SOFIA/GREAT spectrum of oxygen [O I] superimposed on an image of Mars from the MAVEN mission. The amount of atomic oxygen computed from this SOFIA data is about half the amount expected. (SOFIA/GREAT spectrum: NASA/DLR/USRA/DSI/MPIfR/GREAT Consortium/ MPIfS/Rezac et al. 2015. Mars image: NASA/MAVEN (Mars Atmosphere and Volatile Evolution Mission)

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NASA’s Cassini Spacecraft observes Enceladus plume brighten when farther away from Saturn

 

Written by Preston Dyches
NASA’s Jet Propulsion Laboratory

NASA - National Aeronautics and Space AdministrationPasadena, CA – During a recent stargazing session, NASA’s Cassini spacecraft watched a bright star pass behind the plume of gas and dust that spews from Saturn’s icy moon Enceladus. At first, the data from that observation had scientists scratching their heads. What they saw didn’t fit their predictions.

The observation has led to a surprising new clue about the remarkable geologic activity on Enceladus: It appears that at least some of the narrow jets that erupt from the moon’s surface blast with increased fury when the moon is farther from Saturn in its orbit.

The gravitational pull of Saturn changes the amount of particles spraying from the south pole of Saturn's active moon Enceladus at different points in its orbit. More particles make the plume appear much brighter in the infrared image at left. (NASA/JPL-Caltech/University of Arizona/Cornell/SSI)

The gravitational pull of Saturn changes the amount of particles spraying from the south pole of Saturn’s active moon Enceladus at different points in its orbit. More particles make the plume appear much brighter in the infrared image at left. (NASA/JPL-Caltech/University of Arizona/Cornell/SSI)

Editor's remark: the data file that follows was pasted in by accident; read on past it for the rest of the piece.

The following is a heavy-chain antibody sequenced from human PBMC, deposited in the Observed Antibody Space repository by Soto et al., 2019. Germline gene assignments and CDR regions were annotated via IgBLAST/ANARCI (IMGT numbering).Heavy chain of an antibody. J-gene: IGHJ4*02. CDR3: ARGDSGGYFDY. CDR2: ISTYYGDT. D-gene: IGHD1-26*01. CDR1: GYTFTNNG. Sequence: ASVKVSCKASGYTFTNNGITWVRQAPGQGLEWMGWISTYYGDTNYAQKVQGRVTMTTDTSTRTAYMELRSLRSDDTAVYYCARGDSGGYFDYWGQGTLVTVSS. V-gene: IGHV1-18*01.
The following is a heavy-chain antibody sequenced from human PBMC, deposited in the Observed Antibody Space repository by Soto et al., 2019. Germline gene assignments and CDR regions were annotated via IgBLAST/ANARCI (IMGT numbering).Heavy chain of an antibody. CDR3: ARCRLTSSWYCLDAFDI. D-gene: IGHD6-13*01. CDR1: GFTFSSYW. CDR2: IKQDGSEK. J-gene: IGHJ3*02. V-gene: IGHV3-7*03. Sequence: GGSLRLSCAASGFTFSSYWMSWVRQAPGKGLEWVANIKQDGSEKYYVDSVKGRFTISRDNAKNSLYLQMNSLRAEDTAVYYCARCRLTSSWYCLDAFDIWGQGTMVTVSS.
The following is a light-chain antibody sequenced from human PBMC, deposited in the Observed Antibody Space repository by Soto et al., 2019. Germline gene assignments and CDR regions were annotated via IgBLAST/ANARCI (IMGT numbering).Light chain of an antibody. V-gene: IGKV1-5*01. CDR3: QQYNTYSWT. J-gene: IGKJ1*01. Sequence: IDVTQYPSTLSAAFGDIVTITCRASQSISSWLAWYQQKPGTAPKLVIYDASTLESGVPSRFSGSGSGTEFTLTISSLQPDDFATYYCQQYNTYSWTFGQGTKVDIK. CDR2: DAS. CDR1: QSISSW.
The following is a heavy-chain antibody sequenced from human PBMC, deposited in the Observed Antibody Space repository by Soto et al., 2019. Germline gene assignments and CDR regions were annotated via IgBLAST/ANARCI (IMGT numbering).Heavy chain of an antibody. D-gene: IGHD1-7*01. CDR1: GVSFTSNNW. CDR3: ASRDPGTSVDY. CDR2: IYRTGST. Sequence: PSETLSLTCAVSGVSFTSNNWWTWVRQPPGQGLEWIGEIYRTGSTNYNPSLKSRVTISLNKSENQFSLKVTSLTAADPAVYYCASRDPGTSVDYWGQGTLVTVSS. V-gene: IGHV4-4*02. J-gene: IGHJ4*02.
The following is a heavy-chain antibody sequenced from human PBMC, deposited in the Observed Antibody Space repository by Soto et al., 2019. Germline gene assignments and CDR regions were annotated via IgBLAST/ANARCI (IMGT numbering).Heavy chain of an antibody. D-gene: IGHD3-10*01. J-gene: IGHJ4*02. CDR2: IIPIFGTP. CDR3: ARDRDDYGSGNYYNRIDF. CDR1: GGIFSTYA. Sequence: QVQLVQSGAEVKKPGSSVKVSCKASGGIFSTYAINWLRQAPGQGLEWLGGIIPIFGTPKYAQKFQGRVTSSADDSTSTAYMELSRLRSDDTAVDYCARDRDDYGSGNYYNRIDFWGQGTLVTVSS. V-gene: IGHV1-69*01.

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NASA to release Kepler Space Telescope’s latest discoveries May 10th

 

Written by Felicia Chou
NASA Headquarters

NASA - National Aeronautics and Space AdministrationWashington, D.C. – NASA will host a news teleconference at 10:00am PDT (12:00pm CDT) Tuesday, May 10th to announce the latest discoveries made by its planet-hunting mission, the Kepler Space Telescope.

When Kepler was launched in March 2009, scientists did not know how common planets were outside our solar system. Thanks to Kepler’s treasure trove of discoveries, astronomers now believe there may be at least one planet orbiting every star in the sky.

Artist's concept of NASA's Kepler space telescope. (Image credit: NASA/JPL-Caltech)

Artist’s concept of NASA’s Kepler space telescope. (Image credit: NASA/JPL-Caltech)

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NASA’s New Horizons Spacecraft observes how Pluto’s atmosphere interacts with the Solar Wind

 

NASA Headquarters

NASA - National Aeronautics and Space AdministrationWashington, D.C. – Pluto behaves less like a comet than expected and somewhat more like a planet like Mars or Venus in the way it interacts with the solar wind, a continuous stream of charged particles from the sun.

This is according to the first analysis of Pluto’s interaction with the solar wind, funded by NASA’s New Horizons mission and published today in the Journal of Geophysical Research – Space Physics by the American Geophysical Union (AGU).

Four images from New Horizons’ Long Range Reconnaissance Imager (LORRI) were combined with color data from the Ralph instrument to create this global view of Pluto. The images, taken when the spacecraft was 280,000 miles (450,000 kilometers) away from Pluto, show features as small as 1.4 miles (2.2 kilometers). (NASA/JHUAPL/SwRI)

Four images from New Horizons’ Long Range Reconnaissance Imager (LORRI) were combined with color data from the Ralph instrument to create this global view of Pluto. The images, taken when the spacecraft was 280,000 miles (450,000 kilometers) away from Pluto, show features as small as 1.4 miles (2.2 kilometers). (NASA/JHUAPL/SwRI)